REVIEW: J-Lo's Back-Up Plan Tragically Stillborn
The act of giving life to another human being is one of the great wonders of the human experience. Watching a movie that sucks the life out of you? Not so much.
The Back-Up Plan is either someone's idea of a joke or simply what passes for mainstream romantic comedy these days. I'm afraid it's the latter. Jennifer Lopez plays Zoe, a single New York City woman with aging eggs who decides to have a baby on her own. A twist on the tired stereotype of the frantic 30-ish woman who's so desperate to have a child she almost doesn't care which primate she mates with, Zoe is, at least, refreshingly self-possessed and unfailingly optimistic. After making a nice chunk of dough working for what is dimly referred to as an "Internet company" (and after learning firsthand that puppy mills are terrible things -- her cheerful pooch Nutsy has some back-leg issues and has to be attached to one of those little carts to get around), Zoe has followed her dream of opening an ethically run pet store. The time is right, her career is satisfying and supposedly lucrative -- why not go it alone?
On the very day she conceives -- the daddy is a test tube full of sperm -- she meets Stan (Alex O'Loughlin), a handsome goat farmer and cheese whiz. She confirms her pregnancy just before their first date, during which they eat a pizza and fall madly in love. In the ensuing days, Mr. Cheese develops a special variety of chèvre inspired by his new beloved. Moved by this act of devotion -- and who wouldn't be? -- she informs him she's in the family way. He takes the news badly at first. Then he's OK with it. Then he's scared. Heart patients and anxious types unaccustomed to taut suspense may want to know it all turns out fine in the end, and remember, what doesn't kill you makes you stronger. Even if it's twins.
Somewhere deep inside The Back-Up Plan there could be a very good comedy begging to exit the birth canal. But director Alan Poul and screenwriter Kate Angelo work overtime and then some to manufacture stock rom-com crises: The heavily pregnant Zoe has a pillow that allows her to sleep better; Stan feels threatened and throws it out the window. Then there's the issue of the stroller Zoe buys -- it's too big! Money woes creep up on the couple: Stan never finished college and is now attending night school, though he may have to quit to support his new family. (Plus, we see a close-up of some stuff from his economics textbook, and it looks really hard.) The plot thickens further when Stan befriends a young dad at the playground (played by Anthony Anderson) whose son bestows upon him a gift of poo. And get this -- dad doesn't know whose poo it is. Actually, that's a red herring, a plot point that isn't integral to the movie's conclusion, but boy, did it keep me guessing. In fact, I'm still thinking about it.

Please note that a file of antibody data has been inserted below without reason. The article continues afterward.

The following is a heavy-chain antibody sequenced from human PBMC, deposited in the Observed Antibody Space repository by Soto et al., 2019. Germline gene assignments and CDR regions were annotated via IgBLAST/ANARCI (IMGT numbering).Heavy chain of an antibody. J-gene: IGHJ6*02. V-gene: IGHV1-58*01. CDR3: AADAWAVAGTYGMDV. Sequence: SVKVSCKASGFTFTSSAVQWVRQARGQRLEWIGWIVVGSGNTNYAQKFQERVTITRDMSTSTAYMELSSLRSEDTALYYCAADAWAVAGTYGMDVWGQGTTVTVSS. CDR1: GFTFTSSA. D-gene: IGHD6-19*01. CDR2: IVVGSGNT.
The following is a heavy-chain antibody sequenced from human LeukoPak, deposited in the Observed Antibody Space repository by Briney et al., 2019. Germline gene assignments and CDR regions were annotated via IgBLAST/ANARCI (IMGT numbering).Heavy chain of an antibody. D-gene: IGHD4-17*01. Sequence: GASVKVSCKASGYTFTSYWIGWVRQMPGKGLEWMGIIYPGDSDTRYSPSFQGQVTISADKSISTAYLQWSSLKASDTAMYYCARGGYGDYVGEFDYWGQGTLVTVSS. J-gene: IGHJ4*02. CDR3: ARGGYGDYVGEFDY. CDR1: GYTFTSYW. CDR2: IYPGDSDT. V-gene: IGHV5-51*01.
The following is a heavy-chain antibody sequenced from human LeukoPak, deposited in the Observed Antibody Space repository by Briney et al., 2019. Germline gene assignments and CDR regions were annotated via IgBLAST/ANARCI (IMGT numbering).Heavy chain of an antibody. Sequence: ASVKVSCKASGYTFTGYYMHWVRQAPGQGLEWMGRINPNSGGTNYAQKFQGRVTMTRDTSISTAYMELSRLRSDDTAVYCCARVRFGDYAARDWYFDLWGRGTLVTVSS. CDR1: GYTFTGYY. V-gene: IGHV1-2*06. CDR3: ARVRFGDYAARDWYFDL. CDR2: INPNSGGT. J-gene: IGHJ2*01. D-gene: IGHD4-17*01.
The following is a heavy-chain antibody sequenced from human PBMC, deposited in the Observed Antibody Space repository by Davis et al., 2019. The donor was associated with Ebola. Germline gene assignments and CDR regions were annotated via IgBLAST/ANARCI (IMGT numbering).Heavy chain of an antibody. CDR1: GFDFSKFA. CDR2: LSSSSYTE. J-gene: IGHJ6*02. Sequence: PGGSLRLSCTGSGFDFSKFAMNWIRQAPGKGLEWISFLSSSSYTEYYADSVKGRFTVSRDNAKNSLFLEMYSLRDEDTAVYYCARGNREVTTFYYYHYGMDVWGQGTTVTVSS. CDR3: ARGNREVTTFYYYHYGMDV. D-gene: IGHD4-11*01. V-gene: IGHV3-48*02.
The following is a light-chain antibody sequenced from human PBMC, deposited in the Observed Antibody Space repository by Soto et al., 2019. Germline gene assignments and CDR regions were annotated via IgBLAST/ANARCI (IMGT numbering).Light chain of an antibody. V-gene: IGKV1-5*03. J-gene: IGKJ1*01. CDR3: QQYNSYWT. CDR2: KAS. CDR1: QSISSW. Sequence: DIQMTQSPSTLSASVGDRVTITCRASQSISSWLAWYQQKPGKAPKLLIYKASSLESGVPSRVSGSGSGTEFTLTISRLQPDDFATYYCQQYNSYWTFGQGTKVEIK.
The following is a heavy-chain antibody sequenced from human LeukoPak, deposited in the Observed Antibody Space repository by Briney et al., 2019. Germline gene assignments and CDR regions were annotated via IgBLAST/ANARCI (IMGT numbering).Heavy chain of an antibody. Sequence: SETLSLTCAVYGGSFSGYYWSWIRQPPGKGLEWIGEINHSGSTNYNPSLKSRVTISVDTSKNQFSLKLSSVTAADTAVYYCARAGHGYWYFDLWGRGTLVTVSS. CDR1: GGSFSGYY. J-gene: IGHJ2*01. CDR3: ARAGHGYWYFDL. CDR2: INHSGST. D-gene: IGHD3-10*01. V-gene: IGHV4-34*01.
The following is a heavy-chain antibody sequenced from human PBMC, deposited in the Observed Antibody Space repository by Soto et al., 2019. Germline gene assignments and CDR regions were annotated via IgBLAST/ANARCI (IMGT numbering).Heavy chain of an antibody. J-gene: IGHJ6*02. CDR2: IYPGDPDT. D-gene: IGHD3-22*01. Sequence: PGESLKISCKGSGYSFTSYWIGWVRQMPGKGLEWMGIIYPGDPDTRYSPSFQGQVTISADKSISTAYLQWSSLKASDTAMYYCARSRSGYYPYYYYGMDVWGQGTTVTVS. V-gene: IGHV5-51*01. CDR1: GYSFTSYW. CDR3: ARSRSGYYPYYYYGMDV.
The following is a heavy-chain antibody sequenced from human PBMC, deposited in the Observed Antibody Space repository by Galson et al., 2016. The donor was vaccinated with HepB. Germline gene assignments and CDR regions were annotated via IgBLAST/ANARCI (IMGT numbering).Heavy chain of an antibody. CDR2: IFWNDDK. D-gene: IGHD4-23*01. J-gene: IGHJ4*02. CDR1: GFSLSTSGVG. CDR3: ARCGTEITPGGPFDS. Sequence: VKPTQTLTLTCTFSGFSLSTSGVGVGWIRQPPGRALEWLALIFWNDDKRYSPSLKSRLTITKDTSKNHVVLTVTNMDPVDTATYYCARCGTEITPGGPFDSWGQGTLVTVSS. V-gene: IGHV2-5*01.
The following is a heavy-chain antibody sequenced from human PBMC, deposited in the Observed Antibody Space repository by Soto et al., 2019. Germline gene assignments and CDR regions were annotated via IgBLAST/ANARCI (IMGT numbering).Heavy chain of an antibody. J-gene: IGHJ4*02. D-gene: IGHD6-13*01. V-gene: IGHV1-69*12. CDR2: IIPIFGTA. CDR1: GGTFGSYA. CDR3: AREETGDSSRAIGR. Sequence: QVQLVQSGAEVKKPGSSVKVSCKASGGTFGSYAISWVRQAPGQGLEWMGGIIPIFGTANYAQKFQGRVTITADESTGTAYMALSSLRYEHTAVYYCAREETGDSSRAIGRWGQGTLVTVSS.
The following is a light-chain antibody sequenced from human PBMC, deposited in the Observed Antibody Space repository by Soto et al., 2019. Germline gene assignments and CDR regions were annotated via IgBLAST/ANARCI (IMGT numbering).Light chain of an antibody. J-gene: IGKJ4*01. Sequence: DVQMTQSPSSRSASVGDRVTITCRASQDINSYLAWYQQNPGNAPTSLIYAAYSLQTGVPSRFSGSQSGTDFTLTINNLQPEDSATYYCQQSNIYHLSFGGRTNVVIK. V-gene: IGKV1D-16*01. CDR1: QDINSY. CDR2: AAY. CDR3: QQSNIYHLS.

Poor Stan just wants to know what fatherhood has in store for him, and you can't blame him. But O'Loughlin, who's good-looking enough in an ordinary-guy, cheese-aficionado way, is strangely charmless. And Lopez, instead of pulling back and letting her casual sparkle ignite the chemistry between the two, sets the gears turning to make sure people know she's the hot one. I've generally found Lopez a wholly likable presence, even in moronic pictures like Monster-in-Law and Maid in Manhattan (though she was truly at her best as the kittenish firecracker Karen Cisco in Steven Soderbergh's 1998 Out of Sight). Lopez's magnetism has generally been the low-key kind: She glows without having to turn the wattage up to 11. But The Back-up Plan gives us a Lopez more desperate than any we've seen before. Over and over again she scrunches her face adorably. Her eyes go all cute and squinchy when she eats something yummy. Even with her heavy, rounded belly, Zoe insists on toddling around in perilous spike-heeled platforms that make her look like an accident waiting to happen.
In fact, the only thing in The Back-up Plan that doesn't feel extraneous and overworked is Robert Klein's compact but suitably nutty performance as Zoe's ob-gyn. Klein's character is kindly, impatient and slightly demonic all at once. And in a comedy as dismal as this one is, it's just nice to see a familiar face on the other side of the stirrups.